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Displaying: 61-70 of 443 documents

radical legacies
61. Radical Philosophy Review: Volume > 16 > Issue: 1
Russell Rockwell, Marcuse's Hegelian Marxism, Marx's Grundrisse, Hegel's Dialectic
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Herbert Marcuse noted early on in his writings on social theory the importance of both Hegel’s and Marx’s development of the dialectic of necessity and freedom to conceptualize the possibility of a postcapitalist society of freedom emerging from the actually existing capitalist societies. Marcuse was not only the first Marxist to analyze all of Hegel’s philosophic works, he also recognized the significance of and provided analyses of lasting importance of previously unpublished works of Marx, principally the Economic and Philosophic Manuscripts of 1844 and the Grundrisse. We reexamine Marcuse’s work guided by the dialectical concepts of freedom and necessity, capitalist and postcapitalist society.
62. Radical Philosophy Review: Volume > 16 > Issue: 1
Lewis R. Gordon, George Ciccariello-Maher, Nelson Maldonado-Torres, Frantz Fanon, Fifty Years On: A Memorial Roundtable
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Originally delivered to mark the fiftieth anniversary of both Frantz Fanon’s death and the publication of his seminal discourse on decolonization, The Wretched of the Earth, these remarks seek to offer a preliminary outline of Fanon’s continuing relevance to the present. Conceptually spanning such touchstone elements of Fanon’s thought as sociogeny, race, violence, the human, and the relation between decolonial ethics and decolonial politics, the authors turn our attention to diagnosing the neoliberal face of contemporary coloniality/modernity and contributing to movements from the Arab (or North African) Spring to the Occupy movement, from Philadelphia’s “flash mobs” to the new Latin American Left.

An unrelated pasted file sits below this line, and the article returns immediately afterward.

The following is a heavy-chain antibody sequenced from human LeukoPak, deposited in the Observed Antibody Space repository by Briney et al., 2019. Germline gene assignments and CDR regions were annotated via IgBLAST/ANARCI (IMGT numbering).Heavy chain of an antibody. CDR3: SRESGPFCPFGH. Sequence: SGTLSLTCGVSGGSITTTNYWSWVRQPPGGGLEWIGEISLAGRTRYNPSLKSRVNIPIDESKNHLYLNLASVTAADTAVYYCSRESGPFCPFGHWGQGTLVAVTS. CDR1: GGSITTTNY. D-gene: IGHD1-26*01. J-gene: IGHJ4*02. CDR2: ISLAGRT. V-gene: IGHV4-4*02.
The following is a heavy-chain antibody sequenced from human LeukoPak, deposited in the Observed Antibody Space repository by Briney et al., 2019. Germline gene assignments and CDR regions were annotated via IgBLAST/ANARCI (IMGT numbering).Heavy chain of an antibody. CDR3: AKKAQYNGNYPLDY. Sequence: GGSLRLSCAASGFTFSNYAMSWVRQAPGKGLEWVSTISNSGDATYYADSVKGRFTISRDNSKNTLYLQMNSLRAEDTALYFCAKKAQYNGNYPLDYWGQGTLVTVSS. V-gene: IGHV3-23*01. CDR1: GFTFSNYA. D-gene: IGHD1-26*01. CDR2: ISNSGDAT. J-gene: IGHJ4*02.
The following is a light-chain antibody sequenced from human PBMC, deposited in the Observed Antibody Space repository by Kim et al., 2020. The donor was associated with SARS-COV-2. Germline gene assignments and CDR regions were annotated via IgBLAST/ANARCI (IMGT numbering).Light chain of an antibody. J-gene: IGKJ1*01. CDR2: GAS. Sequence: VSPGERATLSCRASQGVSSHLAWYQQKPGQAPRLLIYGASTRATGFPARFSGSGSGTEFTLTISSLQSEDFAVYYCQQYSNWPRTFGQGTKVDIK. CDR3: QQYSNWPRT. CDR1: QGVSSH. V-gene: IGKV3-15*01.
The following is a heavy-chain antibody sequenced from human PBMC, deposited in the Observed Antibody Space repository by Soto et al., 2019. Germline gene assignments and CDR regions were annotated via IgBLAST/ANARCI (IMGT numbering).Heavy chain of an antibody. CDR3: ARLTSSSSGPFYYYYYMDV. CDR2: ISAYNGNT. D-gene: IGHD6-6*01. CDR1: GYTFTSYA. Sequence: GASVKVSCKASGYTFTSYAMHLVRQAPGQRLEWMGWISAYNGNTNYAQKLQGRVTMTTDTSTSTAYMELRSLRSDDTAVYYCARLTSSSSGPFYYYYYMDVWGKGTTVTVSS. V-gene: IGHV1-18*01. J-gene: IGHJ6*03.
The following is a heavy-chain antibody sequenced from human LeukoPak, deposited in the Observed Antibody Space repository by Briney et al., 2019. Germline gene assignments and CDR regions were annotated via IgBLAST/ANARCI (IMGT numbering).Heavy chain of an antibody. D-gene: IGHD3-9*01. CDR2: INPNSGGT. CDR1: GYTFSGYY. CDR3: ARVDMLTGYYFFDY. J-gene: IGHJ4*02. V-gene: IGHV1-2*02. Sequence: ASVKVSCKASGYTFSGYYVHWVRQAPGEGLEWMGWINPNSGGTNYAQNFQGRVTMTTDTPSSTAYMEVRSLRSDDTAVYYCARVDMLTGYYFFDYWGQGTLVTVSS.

63. Radical Philosophy Review: Volume > 16 > Issue: 1
John Abromeit, Whiteness as a Form of Bourgeois Anthropology?: Historical Materialism and Psychoanalysis in the Work of David Roediger, Max Horkheimer, Erich Fromm, and Herbert Marcuse
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In his pathbreaking analysis of the formation of an ideological “white” self-consciousness among American workers in the nineteenth century, David Roediger relies on a theoretical synthesis of historical materialism and psychoanalysis. This paper explores the parallels in methodology and content between Roediger’s work and the critical theory of Max Horkheimer, Erich Fromm, and Herbert Marcuse, which was also based on a synthesis of Marx and Freud. The paper seeks to place Roediger’s arguments in a broader theoretical context and to highlight the ongoing relevance of early Frankfurt School critical theory to contemporary discussions in critical race theory.
64. Radical Philosophy Review: Volume > 16 > Issue: 1
David Roediger, A Note on Psychoanalysis and the Critical Study of Whiteness: Response to John Abromeit's "Whiteness as a Form of Bourgeois Anthropology?"
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This brief response to John Abromeit’s “Whiteness as a Form of Bourgeois Anthropology?” takes up the ways in which, beyond Horkheimer, the Frankfurt School and psychoanalysis have shaped Roediger’s historical writings on whiteness. In particular, it considers as inspirations for those writings the work of Herbert Marcuse, Wilhelm Reich, George Rawick, and the surrealist tradition.